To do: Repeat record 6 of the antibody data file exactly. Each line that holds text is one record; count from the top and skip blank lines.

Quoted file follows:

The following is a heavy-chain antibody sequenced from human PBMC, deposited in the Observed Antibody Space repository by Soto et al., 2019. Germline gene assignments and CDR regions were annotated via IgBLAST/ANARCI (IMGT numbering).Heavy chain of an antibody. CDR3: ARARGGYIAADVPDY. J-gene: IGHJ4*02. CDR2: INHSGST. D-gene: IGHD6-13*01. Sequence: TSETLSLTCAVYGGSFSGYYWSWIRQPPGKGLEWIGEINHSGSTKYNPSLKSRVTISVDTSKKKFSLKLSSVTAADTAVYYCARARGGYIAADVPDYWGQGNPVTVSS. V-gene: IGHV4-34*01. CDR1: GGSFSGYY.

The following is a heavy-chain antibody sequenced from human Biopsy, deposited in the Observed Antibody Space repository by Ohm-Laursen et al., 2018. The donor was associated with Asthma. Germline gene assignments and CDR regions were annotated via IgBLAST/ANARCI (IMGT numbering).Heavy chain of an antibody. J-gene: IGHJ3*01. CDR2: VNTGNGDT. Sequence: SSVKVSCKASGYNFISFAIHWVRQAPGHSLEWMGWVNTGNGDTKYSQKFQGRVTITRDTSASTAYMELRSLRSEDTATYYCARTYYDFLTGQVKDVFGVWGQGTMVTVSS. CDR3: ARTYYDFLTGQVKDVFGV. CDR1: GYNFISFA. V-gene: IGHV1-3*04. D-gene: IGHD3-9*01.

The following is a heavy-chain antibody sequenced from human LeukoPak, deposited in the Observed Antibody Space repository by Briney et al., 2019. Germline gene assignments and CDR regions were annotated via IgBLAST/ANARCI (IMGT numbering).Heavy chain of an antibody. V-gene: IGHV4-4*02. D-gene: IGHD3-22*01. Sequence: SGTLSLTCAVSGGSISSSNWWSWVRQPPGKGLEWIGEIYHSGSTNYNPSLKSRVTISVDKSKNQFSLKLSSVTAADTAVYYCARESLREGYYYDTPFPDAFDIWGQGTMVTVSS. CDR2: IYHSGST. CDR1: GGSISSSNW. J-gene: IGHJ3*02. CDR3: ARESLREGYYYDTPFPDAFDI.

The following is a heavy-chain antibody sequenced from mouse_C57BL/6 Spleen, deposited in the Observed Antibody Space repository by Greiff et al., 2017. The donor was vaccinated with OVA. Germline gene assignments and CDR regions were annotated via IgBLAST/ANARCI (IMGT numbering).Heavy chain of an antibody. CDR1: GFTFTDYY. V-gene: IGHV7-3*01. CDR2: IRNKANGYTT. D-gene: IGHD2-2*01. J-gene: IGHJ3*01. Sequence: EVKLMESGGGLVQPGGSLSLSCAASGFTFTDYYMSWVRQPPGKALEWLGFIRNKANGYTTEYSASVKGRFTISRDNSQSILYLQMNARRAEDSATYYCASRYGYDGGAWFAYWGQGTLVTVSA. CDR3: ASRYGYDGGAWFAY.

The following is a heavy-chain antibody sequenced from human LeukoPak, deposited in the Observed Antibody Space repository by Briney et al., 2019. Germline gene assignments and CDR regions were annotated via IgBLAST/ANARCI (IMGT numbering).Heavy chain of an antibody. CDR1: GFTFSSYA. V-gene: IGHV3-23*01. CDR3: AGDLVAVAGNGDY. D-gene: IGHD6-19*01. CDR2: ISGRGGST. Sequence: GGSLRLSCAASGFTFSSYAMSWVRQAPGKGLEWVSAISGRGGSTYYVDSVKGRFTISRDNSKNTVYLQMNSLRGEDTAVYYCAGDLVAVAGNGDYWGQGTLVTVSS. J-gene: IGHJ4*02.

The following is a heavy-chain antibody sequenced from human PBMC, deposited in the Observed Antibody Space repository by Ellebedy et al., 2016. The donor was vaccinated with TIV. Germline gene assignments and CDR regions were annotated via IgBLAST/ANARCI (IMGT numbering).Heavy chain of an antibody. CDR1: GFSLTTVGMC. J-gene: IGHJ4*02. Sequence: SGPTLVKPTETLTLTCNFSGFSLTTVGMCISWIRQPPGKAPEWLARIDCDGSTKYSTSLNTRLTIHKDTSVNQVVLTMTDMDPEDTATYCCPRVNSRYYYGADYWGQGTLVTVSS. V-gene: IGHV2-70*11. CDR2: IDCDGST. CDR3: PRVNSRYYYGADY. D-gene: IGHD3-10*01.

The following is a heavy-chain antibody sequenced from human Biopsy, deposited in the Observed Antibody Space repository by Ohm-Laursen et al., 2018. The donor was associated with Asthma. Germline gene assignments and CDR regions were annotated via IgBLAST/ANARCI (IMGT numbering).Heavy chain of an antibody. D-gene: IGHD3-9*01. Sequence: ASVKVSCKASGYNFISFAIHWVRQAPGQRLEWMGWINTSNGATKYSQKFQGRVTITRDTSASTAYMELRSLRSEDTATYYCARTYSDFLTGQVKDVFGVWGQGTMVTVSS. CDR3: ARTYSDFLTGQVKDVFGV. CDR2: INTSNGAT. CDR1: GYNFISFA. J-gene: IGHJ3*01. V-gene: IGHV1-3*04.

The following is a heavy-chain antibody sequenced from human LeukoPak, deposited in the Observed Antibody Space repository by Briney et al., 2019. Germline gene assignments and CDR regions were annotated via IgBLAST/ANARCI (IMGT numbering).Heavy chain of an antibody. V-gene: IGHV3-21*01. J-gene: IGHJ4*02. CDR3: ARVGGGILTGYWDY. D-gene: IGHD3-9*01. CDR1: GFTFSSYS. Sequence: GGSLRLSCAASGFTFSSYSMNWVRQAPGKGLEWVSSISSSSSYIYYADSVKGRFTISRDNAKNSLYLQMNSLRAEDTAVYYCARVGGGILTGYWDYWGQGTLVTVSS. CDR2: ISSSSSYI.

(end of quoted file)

The following is a heavy-chain antibody sequenced from human PBMC, deposited in the Observed Antibody Space repository by Ellebedy et al., 2016. The donor was vaccinated with TIV. Germline gene assignments and CDR regions were annotated via IgBLAST/ANARCI (IMGT numbering).Heavy chain of an antibody. CDR1: GFSLTTVGMC. J-gene: IGHJ4*02. Sequence: SGPTLVKPTETLTLTCNFSGFSLTTVGMCISWIRQPPGKAPEWLARIDCDGSTKYSTSLNTRLTIHKDTSVNQVVLTMTDMDPEDTATYCCPRVNSRYYYGADYWGQGTLVTVSS. V-gene: IGHV2-70*11. CDR2: IDCDGST. CDR3: PRVNSRYYYGADY. D-gene: IGHD3-10*01.